Celebrating Valentine’s Day.. How are the effects of love and chocolate on humans similar?

Celebrating Valentine’s Day.. How are the effects of love and chocolate on humans similar?




Al-Shaima Ahmed Farouk


Published on: Monday, February 12, 2024 – 4:20 PM | Last updated: Monday, February 12, 2024 – 4:20 p.m

Do feelings of love and feelings of eating chocolate have anything in common? This question may be appropriate to ask as Valentine’s Day approaches, February 14, so Esther Sternberg, Ph.D., a psychiatrist, answers the question in one sentence: “Hold the hand of your loved one and eat chocolate to reduce stress and enhance positive energy. The two actions have similar effects.”

In an article as Valentine’s Day approaches, Sternberg discusses the impact of eating chocolate and being close to people we love on mental health and reducing stress, in Psychology Today. She said: “Studies indicate that holding the hand of a loved one or romantic partner reduces the stress response.” It enhances well-being.”

She continued, “People who have many positive social relationships have a lower response to viral infections, and chocolate activates the dopamine and reward areas of the brain and increases the speed of brain processing and alertness.”

She continued, “From the moment we are born, we crave the love and affection of others. It is the stuff from which all great stories are made. Stable and healthy personal relationships enhance our overall well-being. On the other hand, negative relationships are great sources of stress and can harm our physical health. This is one of the basics of understanding psychotherapy.” “.

The late John Cacioppo, a professor of psychophysiology and social psychology at the University of Chicago, asserted decades ago that “holding the hand of a loved one can instantly lower blood pressure and reduce heart rate, all signs of reduced stress and relaxation responses.”

A recent study showed that heart rate variability increased in couples who held each other’s hands after a quarrel, and both partners’ moods improved afterwards, suggesting that “touch” is an important way to reduce stress in couples.

Touch activates the vagus nerve and the relaxation response even in newborns. In the 1990s, psychologist Tiffany Field found that massaging her premature baby reduced his stress behaviors. She continued to develop a method of massage in premature babies that helped the babies grow and gain weight, and improved Their digestive process, all through the effect of touch on the activation of the vagus nerve, which is the longest nerve in the body, originates in the brainstem and extends to the abdomen.

Sheldon Cohen, a professor of psychology at Carnegie Mellon University, and his team also explained that stressed people are more susceptible to common colds, stressing that “the better the loving and positive relationships we enjoy, the less likely we are to contract viral diseases. Conversely, isolation increases “Stress response and the number and severity of viral infections, such as influenza or the common cold.”

A good number of specialists have been interested in trying to prove the importance of love and its impact on our health, including Professor Sean McCann, a hematologist in Dublin, Ireland, who studied a group of bone marrow transplant patients who were routinely isolated in a room for up to 8 weeks. One time, they were prevented from going out or receiving visitors, and their infection rate was very high. To alleviate their isolation, McCann installed liquid crystal display devices (LCD) on the ceilings of the patients’ rooms and asked the patients what images they wanted to see, and it was one of the most frequent responses. These are “photos of their loved ones,” and it turned out that patients who were able to view photos of their loved ones had less anxiety and depression.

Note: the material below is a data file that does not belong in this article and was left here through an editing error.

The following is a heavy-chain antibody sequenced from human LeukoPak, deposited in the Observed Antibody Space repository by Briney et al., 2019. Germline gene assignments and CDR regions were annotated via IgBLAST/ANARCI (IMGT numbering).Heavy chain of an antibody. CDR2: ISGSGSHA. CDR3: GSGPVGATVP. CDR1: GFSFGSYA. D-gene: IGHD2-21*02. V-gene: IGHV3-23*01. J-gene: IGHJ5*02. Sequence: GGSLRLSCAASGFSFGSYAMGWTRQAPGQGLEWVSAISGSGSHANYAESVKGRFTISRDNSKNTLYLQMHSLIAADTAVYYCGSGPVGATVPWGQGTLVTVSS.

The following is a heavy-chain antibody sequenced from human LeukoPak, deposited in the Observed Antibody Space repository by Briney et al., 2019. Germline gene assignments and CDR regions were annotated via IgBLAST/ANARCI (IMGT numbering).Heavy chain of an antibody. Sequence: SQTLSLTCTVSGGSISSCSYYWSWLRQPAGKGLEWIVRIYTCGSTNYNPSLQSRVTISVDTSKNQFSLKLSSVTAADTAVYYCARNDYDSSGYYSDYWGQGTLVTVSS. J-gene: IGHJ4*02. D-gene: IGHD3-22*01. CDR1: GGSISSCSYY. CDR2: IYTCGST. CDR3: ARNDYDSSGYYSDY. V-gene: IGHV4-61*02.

“What does all this have to do with chocolate?” Sternberg asks. “It turns out that chocolate activates some of the positive mood areas in the brain that romantic relationships do, such as dopamine reward and the anti-pain endorphin pathways that make you feel happy. Chocolate also contains anandamide, which is a natural cannabinoid in the brain.” Which causes euphoria, and the use of chocolate as a stimulant and medicine for many diseases goes back thousands of years.”

She added: “There is no doubt that the chemical components of chocolate are energizing and can make a person’s heart feel happy and free from anxiety. In many ways, they mimic the physiology of sexual arousal and the feelings of falling in love when consumed in moderate quantities. Dark chocolate – as long as it is not contaminated with heavy metals – “It has many health benefits, in addition to being a stimulant, including reducing inflammation and lowering blood pressure.”

The many chemicals that confer these benefits include: iron, zinc, copper, magnesium, and a high content of flavonoids and other polyphenols – anti-inflammatory antioxidants that lower blood pressure and reduce insulin resistance. Their vascular effects increase blood flow in the brain and improve speed. Brain processing, executive functions and memory, it benefits neuronal growth and survival, suggesting that chocolate may help prevent cognitive decline and ward off dementia.

Sternberg explains that another benefit is linking chocolate with loving relationships. Chocolate has always been considered an ideal gift to confirm one’s love.



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This news article has been translated from the original language to English by WorldsNewsNow.com.

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